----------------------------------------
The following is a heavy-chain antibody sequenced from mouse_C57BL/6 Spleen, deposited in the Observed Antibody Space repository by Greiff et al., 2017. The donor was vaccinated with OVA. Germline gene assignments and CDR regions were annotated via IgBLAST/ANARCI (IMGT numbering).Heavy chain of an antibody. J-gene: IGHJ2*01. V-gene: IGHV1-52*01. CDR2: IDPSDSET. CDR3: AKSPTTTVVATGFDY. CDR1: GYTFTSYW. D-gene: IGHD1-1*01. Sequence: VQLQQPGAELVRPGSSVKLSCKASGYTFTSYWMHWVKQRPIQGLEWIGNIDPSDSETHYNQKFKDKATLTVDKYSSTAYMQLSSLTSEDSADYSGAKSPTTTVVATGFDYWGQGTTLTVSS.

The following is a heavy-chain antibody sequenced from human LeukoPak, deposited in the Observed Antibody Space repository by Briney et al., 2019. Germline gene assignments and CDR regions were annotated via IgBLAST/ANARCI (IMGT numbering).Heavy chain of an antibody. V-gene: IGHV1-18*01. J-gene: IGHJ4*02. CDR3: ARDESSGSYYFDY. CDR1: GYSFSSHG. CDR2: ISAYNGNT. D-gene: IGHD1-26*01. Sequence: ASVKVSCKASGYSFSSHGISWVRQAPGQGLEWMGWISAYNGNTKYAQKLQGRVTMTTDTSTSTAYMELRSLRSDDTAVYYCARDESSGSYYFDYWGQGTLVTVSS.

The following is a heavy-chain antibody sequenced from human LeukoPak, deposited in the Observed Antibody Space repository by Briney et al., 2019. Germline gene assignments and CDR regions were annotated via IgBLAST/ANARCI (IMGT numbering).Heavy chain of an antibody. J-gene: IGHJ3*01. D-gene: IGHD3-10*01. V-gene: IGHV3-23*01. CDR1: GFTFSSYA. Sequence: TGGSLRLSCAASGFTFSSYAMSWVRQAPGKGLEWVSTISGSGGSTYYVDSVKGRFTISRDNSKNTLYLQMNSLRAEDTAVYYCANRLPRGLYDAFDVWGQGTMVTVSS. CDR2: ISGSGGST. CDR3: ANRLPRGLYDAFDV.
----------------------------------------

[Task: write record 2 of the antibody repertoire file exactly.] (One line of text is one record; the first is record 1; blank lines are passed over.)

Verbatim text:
The following is a heavy-chain antibody sequenced from human LeukoPak, deposited in the Observed Antibody Space repository by Briney et al., 2019. Germline gene assignments and CDR regions were annotated via IgBLAST/ANARCI (IMGT numbering).Heavy chain of an antibody. V-gene: IGHV1-18*01. J-gene: IGHJ4*02. CDR3: ARDESSGSYYFDY. CDR1: GYSFSSHG. CDR2: ISAYNGNT. D-gene: IGHD1-26*01. Sequence: ASVKVSCKASGYSFSSHGISWVRQAPGQGLEWMGWISAYNGNTKYAQKLQGRVTMTTDTSTSTAYMELRSLRSDDTAVYYCARDESSGSYYFDYWGQGTLVTVSS.